Auction Particulars and Contract of Sale, Tuesday 29th July 1884

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“The produce of land in all crops is very high. Wheat in the higher and colder parishes and good soil, has yielded between fifty and sixty bushels per English acre, the average of the islands being upwards of thirty. The average of England is stated at only twenty-four.”

“Land is very rarely allowed to lie idle in any of the islands. If let at all, it commands a high rent. . . . Owing to the mildness of the climate, lowing may be postponed or hastened almost at pleasure, for there is little danger of early, frosts in autumn or late frosts in spring, and the sun seldom has so much power as to burn up anything exposed to its influence.”

“Most of the fruits cultivated in England, whether in the open air or under glass, or by forcing are also cultivated more readily, with greater economy, and with at least equal results as to flavour.”

“The number of vineries, both in Jersey and Guernsey, is extremely large in proportion to the size of the islands. In Jersey there is an enormous range of Houses at Goose Green, between St. Helier and St. Aubin's. These houses alone are said to ripen annually for the market many tons weight of valuable fruit.”

“Potatoes are extensively grown in all the principal Channel Islands for the London market, and the quantity sent in the early part of the season is almost incredible. Early potatoes are grown under very favourable circumstances, chiefly in sheltered places. These are ready for the table nearly three weeks in advance of those grown in Cornwall, and are readily sold for prices varying from one shilling to one shilling and sixpence per pound.”

“The growth of grapes is especially remarkable, and is becoming more so every year, almost every house in both islands having its conservatory, and a large proportion of them assisting to supply the market. There seems hardly any limit to this source of industry, the grapes ripening perfectly, without artificial heat, at a somewhat earlier period than in England.”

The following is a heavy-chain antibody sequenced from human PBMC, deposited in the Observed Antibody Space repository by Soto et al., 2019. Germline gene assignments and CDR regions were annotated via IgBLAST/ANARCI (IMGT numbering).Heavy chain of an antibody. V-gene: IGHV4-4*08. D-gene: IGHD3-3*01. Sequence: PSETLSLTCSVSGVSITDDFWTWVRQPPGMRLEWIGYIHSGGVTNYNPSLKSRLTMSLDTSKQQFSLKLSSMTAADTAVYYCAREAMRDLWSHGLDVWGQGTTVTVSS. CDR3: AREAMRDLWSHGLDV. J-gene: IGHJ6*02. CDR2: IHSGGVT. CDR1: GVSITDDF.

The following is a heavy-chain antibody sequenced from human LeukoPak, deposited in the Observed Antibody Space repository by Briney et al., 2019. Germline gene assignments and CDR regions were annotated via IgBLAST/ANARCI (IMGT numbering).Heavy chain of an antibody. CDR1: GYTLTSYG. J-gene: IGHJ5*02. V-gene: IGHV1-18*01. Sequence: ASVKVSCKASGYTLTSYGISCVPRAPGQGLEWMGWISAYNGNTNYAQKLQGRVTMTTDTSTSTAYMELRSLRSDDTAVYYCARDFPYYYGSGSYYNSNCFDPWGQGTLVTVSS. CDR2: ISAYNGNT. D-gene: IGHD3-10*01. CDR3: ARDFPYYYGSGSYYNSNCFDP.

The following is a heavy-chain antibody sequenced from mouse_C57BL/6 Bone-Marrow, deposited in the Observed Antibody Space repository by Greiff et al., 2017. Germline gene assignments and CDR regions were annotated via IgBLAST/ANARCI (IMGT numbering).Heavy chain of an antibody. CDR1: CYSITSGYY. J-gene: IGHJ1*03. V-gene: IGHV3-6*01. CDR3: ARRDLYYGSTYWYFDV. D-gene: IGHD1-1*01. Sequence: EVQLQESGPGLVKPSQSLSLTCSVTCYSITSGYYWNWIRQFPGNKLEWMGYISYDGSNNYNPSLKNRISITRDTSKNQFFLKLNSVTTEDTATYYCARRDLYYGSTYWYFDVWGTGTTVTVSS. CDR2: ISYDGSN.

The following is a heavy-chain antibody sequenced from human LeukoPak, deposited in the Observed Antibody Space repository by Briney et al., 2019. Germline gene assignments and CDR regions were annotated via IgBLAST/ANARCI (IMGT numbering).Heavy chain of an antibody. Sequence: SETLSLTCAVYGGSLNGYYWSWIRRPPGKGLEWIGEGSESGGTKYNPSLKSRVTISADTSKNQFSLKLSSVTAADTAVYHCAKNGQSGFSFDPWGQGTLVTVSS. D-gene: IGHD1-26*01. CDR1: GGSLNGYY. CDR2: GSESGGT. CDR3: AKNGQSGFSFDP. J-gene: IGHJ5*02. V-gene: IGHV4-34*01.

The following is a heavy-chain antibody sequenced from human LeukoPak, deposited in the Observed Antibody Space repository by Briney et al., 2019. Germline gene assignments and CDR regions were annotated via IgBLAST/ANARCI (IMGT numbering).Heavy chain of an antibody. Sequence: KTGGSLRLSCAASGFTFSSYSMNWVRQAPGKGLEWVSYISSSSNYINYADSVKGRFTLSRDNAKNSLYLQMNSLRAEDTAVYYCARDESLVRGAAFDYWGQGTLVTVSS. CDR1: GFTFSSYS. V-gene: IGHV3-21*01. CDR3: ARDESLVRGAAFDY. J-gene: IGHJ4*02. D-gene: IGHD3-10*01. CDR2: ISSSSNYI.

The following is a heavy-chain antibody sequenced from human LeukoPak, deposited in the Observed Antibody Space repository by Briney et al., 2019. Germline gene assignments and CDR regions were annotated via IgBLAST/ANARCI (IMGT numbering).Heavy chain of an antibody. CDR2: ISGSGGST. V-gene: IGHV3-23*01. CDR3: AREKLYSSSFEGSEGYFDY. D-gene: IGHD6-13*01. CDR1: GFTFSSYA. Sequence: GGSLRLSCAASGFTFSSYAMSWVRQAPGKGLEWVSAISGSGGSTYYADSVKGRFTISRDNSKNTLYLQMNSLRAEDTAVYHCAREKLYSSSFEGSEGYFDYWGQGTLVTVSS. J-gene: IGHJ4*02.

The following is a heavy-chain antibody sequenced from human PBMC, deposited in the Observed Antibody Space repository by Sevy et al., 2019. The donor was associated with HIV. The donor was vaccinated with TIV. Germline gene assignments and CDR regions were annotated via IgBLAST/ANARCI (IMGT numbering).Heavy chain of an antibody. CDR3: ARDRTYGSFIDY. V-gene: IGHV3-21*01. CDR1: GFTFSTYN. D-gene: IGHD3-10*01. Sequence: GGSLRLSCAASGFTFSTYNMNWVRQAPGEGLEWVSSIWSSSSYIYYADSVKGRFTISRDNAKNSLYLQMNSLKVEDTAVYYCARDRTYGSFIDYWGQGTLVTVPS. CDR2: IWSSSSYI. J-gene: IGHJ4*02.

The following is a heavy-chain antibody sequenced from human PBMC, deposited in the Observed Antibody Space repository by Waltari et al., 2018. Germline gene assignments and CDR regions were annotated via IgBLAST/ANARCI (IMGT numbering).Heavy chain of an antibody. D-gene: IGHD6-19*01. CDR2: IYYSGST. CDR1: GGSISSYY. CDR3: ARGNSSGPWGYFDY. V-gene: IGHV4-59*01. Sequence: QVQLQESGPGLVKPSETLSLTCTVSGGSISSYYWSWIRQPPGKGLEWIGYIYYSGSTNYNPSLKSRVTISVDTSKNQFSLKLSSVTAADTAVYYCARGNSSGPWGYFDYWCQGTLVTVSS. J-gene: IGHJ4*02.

“Of late years fish of several kinds and a large number of lobsters and crabs have been sent to Southampton, and thence to London. So important has this trade become that it has entirely altered the local prices,-fish and crustaceans which, a few years ago, were extremely cheap, and varied in price according to the quantity taken, having now a standard price, regulated in some measure by that at London, and not unfrequently being higher than in London itself.”

An interesting paper was published some time since in the Scotsman newspaper, particulars of a day spent with a Channel Island farmer.

The writer, after giving emphatic testimony as to the prosperity of the islanders, and their readiness to afford frank accounts to any courteous stronger, as to their government and their relations with England, says:

“They are glad to have a military governor, attended by a few companies of soldiers, resident among them; but one great reason for this satisfaction, it is confessed, is that this official is to a great extent really without office. Every island has its own Parliament, consisting of representatives elected in the different parishes. By this body the legislation for the island is determined, and the laws there enacted are in turn carried into effect in curiously-constituted law courts. Substantial incomes are the rule, undiminished by income tax, except the voluntary one of hospitality, of which a stranger has many experiences; the ports are free, and living is inexpensive; the people are simple-minded, with much primitive geniality about them-many, it is true, talking an unintelligible kind of French, but all the same very anxious to let it be understood that for their neighbours on the south side of the Channel they have no strong attachment. .In every respect, in fact, the picture of life of which a visit to the islanders leaves remembrances is agreeable, and fresh and invigorating in its influences.”

“Farming in the island is, in its general character, very different, on the one hand, from that practised in Scotland; and, on the other, from the spade husbandry and crofter cultivation to which some well meaning but unpractical people give so many worthless certificates. The size of the holdings is reckoned not by acres but by a measurement called a ' vergee,' two vergees and three-quarters going to make an imperial acre. Of these vergees, the farmer as a rule rents or owns from twenty to forty, paying (where tenant) on the worst land about £3, and on the best fully £6 a vergee-the latter rent equal to £1 per acre. In the locality visited, that lying in the centre of the island, the soil is mostly

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